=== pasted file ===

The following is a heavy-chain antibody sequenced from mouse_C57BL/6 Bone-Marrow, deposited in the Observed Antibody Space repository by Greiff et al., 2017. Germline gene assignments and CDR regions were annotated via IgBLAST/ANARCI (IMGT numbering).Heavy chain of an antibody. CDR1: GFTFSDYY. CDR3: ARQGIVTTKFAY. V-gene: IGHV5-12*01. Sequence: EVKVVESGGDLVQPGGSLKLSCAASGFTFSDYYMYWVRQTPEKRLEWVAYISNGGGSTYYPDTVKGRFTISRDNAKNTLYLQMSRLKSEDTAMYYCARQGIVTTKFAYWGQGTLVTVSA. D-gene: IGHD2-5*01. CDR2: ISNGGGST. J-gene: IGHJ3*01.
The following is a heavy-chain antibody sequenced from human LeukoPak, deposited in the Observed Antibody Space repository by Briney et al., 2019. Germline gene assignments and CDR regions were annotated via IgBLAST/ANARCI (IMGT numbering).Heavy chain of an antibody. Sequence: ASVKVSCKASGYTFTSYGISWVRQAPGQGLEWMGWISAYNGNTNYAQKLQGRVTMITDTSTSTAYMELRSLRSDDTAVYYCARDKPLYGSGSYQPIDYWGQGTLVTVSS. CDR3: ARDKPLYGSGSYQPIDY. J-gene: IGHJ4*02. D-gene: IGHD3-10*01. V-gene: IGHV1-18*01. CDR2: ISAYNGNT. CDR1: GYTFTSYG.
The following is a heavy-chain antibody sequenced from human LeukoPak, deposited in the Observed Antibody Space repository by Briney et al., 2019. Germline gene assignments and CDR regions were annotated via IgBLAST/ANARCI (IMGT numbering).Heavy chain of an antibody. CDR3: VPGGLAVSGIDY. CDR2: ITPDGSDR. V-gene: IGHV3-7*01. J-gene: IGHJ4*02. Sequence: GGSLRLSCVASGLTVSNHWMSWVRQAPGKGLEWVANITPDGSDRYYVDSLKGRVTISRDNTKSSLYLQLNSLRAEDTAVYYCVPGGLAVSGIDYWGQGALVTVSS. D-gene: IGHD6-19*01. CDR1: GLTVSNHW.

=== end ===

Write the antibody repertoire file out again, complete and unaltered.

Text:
The following is a heavy-chain antibody sequenced from mouse_C57BL/6 Bone-Marrow, deposited in the Observed Antibody Space repository by Greiff et al., 2017. Germline gene assignments and CDR regions were annotated via IgBLAST/ANARCI (IMGT numbering).Heavy chain of an antibody. CDR1: GFTFSDYY. CDR3: ARQGIVTTKFAY. V-gene: IGHV5-12*01. Sequence: EVKVVESGGDLVQPGGSLKLSCAASGFTFSDYYMYWVRQTPEKRLEWVAYISNGGGSTYYPDTVKGRFTISRDNAKNTLYLQMSRLKSEDTAMYYCARQGIVTTKFAYWGQGTLVTVSA. D-gene: IGHD2-5*01. CDR2: ISNGGGST. J-gene: IGHJ3*01.
The following is a heavy-chain antibody sequenced from human LeukoPak, deposited in the Observed Antibody Space repository by Briney et al., 2019. Germline gene assignments and CDR regions were annotated via IgBLAST/ANARCI (IMGT numbering).Heavy chain of an antibody. Sequence: ASVKVSCKASGYTFTSYGISWVRQAPGQGLEWMGWISAYNGNTNYAQKLQGRVTMITDTSTSTAYMELRSLRSDDTAVYYCARDKPLYGSGSYQPIDYWGQGTLVTVSS. CDR3: ARDKPLYGSGSYQPIDY. J-gene: IGHJ4*02. D-gene: IGHD3-10*01. V-gene: IGHV1-18*01. CDR2: ISAYNGNT. CDR1: GYTFTSYG.
The following is a heavy-chain antibody sequenced from human LeukoPak, deposited in the Observed Antibody Space repository by Briney et al., 2019. Germline gene assignments and CDR regions were annotated via IgBLAST/ANARCI (IMGT numbering).Heavy chain of an antibody. CDR3: VPGGLAVSGIDY. CDR2: ITPDGSDR. V-gene: IGHV3-7*01. J-gene: IGHJ4*02. Sequence: GGSLRLSCVASGLTVSNHWMSWVRQAPGKGLEWVANITPDGSDRYYVDSLKGRVTISRDNTKSSLYLQLNSLRAEDTAVYYCVPGGLAVSGIDYWGQGALVTVSS. D-gene: IGHD6-19*01. CDR1: GLTVSNHW.